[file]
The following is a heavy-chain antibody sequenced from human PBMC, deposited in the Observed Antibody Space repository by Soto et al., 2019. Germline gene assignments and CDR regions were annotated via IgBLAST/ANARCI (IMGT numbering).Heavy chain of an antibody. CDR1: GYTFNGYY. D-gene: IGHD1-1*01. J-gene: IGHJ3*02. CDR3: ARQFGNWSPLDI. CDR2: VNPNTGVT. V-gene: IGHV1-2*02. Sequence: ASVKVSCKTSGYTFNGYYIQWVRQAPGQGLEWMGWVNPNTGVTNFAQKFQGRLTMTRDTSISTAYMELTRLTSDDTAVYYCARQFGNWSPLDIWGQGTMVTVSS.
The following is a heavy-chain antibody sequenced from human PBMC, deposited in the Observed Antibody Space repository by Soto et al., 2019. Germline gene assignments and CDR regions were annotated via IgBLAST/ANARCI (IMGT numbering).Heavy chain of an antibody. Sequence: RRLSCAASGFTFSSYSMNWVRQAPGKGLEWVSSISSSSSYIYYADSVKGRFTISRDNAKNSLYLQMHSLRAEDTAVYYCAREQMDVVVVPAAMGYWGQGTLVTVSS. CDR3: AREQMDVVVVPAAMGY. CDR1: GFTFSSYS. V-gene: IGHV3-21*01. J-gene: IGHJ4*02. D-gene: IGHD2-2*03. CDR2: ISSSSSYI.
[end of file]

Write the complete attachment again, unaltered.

The following is a heavy-chain antibody sequenced from human PBMC, deposited in the Observed Antibody Space repository by Soto et al., 2019. Germline gene assignments and CDR regions were annotated via IgBLAST/ANARCI (IMGT numbering).Heavy chain of an antibody. CDR1: GYTFNGYY. D-gene: IGHD1-1*01. J-gene: IGHJ3*02. CDR3: ARQFGNWSPLDI. CDR2: VNPNTGVT. V-gene: IGHV1-2*02. Sequence: ASVKVSCKTSGYTFNGYYIQWVRQAPGQGLEWMGWVNPNTGVTNFAQKFQGRLTMTRDTSISTAYMELTRLTSDDTAVYYCARQFGNWSPLDIWGQGTMVTVSS.
The following is a heavy-chain antibody sequenced from human PBMC, deposited in the Observed Antibody Space repository by Soto et al., 2019. Germline gene assignments and CDR regions were annotated via IgBLAST/ANARCI (IMGT numbering).Heavy chain of an antibody. Sequence: RRLSCAASGFTFSSYSMNWVRQAPGKGLEWVSSISSSSSYIYYADSVKGRFTISRDNAKNSLYLQMHSLRAEDTAVYYCAREQMDVVVVPAAMGYWGQGTLVTVSS. CDR3: AREQMDVVVVPAAMGY. CDR1: GFTFSSYS. V-gene: IGHV3-21*01. J-gene: IGHJ4*02. D-gene: IGHD2-2*03. CDR2: ISSSSSYI.